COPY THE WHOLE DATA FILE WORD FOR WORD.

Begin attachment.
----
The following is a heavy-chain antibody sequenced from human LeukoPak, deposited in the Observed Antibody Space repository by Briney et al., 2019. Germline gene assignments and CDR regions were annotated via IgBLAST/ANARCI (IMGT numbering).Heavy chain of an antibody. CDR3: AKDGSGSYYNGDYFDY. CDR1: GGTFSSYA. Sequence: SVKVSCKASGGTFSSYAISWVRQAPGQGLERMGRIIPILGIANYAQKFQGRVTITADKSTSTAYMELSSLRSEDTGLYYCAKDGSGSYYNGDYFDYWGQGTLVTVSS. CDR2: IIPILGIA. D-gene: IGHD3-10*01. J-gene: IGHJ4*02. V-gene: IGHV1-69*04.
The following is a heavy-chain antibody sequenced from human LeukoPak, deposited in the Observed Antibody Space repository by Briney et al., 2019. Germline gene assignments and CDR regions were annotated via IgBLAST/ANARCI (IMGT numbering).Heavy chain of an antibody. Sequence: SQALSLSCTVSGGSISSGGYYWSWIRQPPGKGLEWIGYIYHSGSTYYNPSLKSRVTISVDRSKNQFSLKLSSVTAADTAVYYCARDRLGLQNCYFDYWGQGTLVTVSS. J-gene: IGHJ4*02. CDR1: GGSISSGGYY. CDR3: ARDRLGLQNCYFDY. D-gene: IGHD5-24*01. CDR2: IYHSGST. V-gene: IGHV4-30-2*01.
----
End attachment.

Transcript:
The following is a heavy-chain antibody sequenced from human LeukoPak, deposited in the Observed Antibody Space repository by Briney et al., 2019. Germline gene assignments and CDR regions were annotated via IgBLAST/ANARCI (IMGT numbering).Heavy chain of an antibody. CDR3: AKDGSGSYYNGDYFDY. CDR1: GGTFSSYA. Sequence: SVKVSCKASGGTFSSYAISWVRQAPGQGLERMGRIIPILGIANYAQKFQGRVTITADKSTSTAYMELSSLRSEDTGLYYCAKDGSGSYYNGDYFDYWGQGTLVTVSS. CDR2: IIPILGIA. D-gene: IGHD3-10*01. J-gene: IGHJ4*02. V-gene: IGHV1-69*04.
The following is a heavy-chain antibody sequenced from human LeukoPak, deposited in the Observed Antibody Space repository by Briney et al., 2019. Germline gene assignments and CDR regions were annotated via IgBLAST/ANARCI (IMGT numbering).Heavy chain of an antibody. Sequence: SQALSLSCTVSGGSISSGGYYWSWIRQPPGKGLEWIGYIYHSGSTYYNPSLKSRVTISVDRSKNQFSLKLSSVTAADTAVYYCARDRLGLQNCYFDYWGQGTLVTVSS. J-gene: IGHJ4*02. CDR1: GGSISSGGYY. CDR3: ARDRLGLQNCYFDY. D-gene: IGHD5-24*01. CDR2: IYHSGST. V-gene: IGHV4-30-2*01.